Basketball, like life, is all about those few poignant moments that are miraculously able to overshadow all of the hard work, the sweat and the disappointment otherwise known as our everyday existence.
It is the anticipation of such moments that motivates us to get up each morning and to keep trying; keep striving for some end goal, some final solution or reward that makes life worth all of the work, the sweat and the disappointment.
More often than not however, the realization of such a dream fails to come to fruition and all that we are left with are memories of the work that went into the pursuit of a goal that we ultimately failed to obtain.
The draft is an unrivalled metaphor for the trials and tribulations that life throws our way, and provides society with a motivation that the likes of Hallmark will never be able to tap into. It provides us with a concrete example that all of that sweat can pay off, and that we can achieve the lofty goals that we have devoted tireless days and sleepless nights into obtaining.
The draft, as seen on TV, equates to the American Dream. It provides us with a concrete and visual reinforcement of the tireless adage “hard work pays off”, and thus acts to motivate us as spectators to work hard in our lives and strive for personal greatness in whichever endeavours that we so choose to pursue.
What we oft forget in making such an analogy is that we are merely watching the fulfillment of the dreams set forth by only 30 individuals; forgetting to even consider the squashed hopes and unfruitful anticipation of an inconceivable number of individuals who shared the very same dream. In all but a few cases, they are left with only the memories of the hard work and sweat they devoted to a dream almost instantaneously rendered a nightmare.
That being said, those 30 first-round selections are but a representation of the opinions of a select few general managers and the needs of their teams. Every year players who go on to have solid, and even great, professional careers fall out of the lottery, into the second round and even go undrafted all together. All-star talents like Rashard Lewis and Gilbert Arenas provide us with examples that the draft day selections of GMs league wide do not necessarily reflect the true talent order.
We don’t know, until we know. Ultimately, all of the speculation and projection just amounts to a systematic reduction of risk.
When Rod Thorn drafted Michael Jordan third overall in 1984 he didn’t know that he was going to end up being the Michael Jordan that we all know today. The statement that he was headed towards ultimate greatness on that day would have earned Thorn nothing but laughter from his accredited peers. How could this one player exceed the accomplishments of the likes of Larry Bird, Magic Johnson, or even their great predecessors Wilt Chamberlain, Bill Russell, and Oscar Robertson? The likelihood of such an outcome seemed astronomically bleak, yet still it happened.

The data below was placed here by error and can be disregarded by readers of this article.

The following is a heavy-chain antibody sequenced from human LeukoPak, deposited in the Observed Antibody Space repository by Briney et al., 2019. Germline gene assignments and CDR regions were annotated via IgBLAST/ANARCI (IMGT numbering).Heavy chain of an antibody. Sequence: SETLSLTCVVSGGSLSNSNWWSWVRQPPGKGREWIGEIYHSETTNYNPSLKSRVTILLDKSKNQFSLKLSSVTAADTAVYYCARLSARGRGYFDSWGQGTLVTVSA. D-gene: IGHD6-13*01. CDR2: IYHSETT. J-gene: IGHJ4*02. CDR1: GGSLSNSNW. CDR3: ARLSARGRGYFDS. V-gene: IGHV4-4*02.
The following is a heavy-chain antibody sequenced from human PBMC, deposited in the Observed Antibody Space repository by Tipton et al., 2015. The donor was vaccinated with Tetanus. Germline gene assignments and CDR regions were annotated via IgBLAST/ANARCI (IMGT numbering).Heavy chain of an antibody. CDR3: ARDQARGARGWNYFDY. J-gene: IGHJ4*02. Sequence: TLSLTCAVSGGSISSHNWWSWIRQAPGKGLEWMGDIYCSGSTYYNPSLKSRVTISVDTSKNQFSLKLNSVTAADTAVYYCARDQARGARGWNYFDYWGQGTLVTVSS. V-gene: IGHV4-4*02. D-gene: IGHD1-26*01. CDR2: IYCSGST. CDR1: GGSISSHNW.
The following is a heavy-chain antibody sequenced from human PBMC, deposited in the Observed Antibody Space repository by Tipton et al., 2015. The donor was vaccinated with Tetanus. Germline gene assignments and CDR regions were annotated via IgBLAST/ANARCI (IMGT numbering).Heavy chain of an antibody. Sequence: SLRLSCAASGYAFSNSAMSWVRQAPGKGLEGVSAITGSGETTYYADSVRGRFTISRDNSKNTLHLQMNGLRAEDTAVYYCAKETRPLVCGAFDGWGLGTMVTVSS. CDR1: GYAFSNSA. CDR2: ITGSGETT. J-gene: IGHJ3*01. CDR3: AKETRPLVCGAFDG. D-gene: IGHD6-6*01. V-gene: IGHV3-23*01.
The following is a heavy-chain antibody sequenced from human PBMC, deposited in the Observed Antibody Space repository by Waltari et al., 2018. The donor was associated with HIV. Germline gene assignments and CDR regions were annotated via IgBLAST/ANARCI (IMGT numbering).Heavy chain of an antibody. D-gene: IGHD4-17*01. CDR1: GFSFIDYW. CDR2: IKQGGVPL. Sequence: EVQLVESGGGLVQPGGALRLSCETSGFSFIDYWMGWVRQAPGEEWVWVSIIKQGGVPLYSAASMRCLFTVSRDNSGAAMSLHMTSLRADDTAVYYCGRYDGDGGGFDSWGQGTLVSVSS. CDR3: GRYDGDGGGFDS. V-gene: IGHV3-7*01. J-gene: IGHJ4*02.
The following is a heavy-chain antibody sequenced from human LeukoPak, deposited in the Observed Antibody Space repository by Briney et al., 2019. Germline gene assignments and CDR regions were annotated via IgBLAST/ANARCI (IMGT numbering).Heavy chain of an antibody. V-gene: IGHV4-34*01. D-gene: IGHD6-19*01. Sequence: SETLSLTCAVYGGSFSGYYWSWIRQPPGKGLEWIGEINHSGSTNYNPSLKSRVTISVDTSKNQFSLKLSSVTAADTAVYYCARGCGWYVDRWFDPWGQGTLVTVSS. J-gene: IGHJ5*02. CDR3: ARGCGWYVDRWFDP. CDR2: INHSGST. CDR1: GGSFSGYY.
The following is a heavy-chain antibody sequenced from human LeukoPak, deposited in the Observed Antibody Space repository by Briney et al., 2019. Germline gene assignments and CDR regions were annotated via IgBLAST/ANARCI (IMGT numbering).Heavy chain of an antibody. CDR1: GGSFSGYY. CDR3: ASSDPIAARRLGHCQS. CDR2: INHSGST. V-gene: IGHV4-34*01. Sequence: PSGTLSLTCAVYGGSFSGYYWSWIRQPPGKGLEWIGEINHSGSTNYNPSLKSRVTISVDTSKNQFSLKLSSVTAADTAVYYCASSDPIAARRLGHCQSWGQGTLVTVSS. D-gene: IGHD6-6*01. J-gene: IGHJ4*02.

While talents like Jordan and those listed above are once in a lifetime finds for their respective franchise, every year we witness projected first-round choices fall into the second round where every team has both had the opportunity to, and declined to select them.
These players are the true gems in the draft process. Their contracts are non-guaranteed and they are offered at substantially reduced rates to the teams which ultimately secure their rights. As projected first-round talents, they have shed the same blood, sweat and tears as those selected before them into their preparation process; usually falling short not because of lack of talent, but rather due to team needs.
With 11 of the 30 first round selections in this year’s draft being point guards, it became clear that many teams had identified their backcourts as in need of both a talent and youth infusion. While this resulted in second-round talents like Rodrigue Beaubois and Toney Douglas catapulting themselves into guaranteed contracts, it also rendered first round talents like Sam Young, Dejuan Blair, Chase Budinger, Derrick Brown, Patrick Mills, A.J. Price and Danny Green without the secure opportunity (and money) that they not only anticipated, but were advised by numerous sources they would receive.
While those selected in the first round may well go on to enjoy success in their own right, it is in no way ludicrous to assume that some of these players will excel greater than their higher paid counterparts.
Blake Griffin’s achievements may not be outshone by any of this year’s second round selections, but that’s not to say that DeJuan Blair won’t have a better career that Tyler Hansbrough, or even that Danny Green won’t have a better rookie campaign than Wayne Ellington. Once again, we don’t know until we know.
The hype often outshines the final product. The dream is bigger than reality, and the frailty of dreams are immeasurable and always uncertain. Aforementioned second round studs like Arenas and Lewis are prime examples that the dream should not end on draft night. These players, like those who fell out of the first round this year, had their dreams seemingly shattered too, but instead of giving up they put in more sweat, more blood and more hard work.
Ultimately, they are max contract all-stars despite their draft day status, and so too can be those who slid this year.
As the metaphorical link between the draft and life continues to make more and more sense, we are able to relate far greater to the underdog than the prodigal messiah. Freak talents like Blake Griffin are not the norm, nor do their paths to greatness equate closely to those taken by the majority of us on our journey towards our own personal dreams.
The best that the rest of us can hope for is the second round. It’s the American Dream meets the real world. Nothing comes easy, but that does not mean that it is unattainable.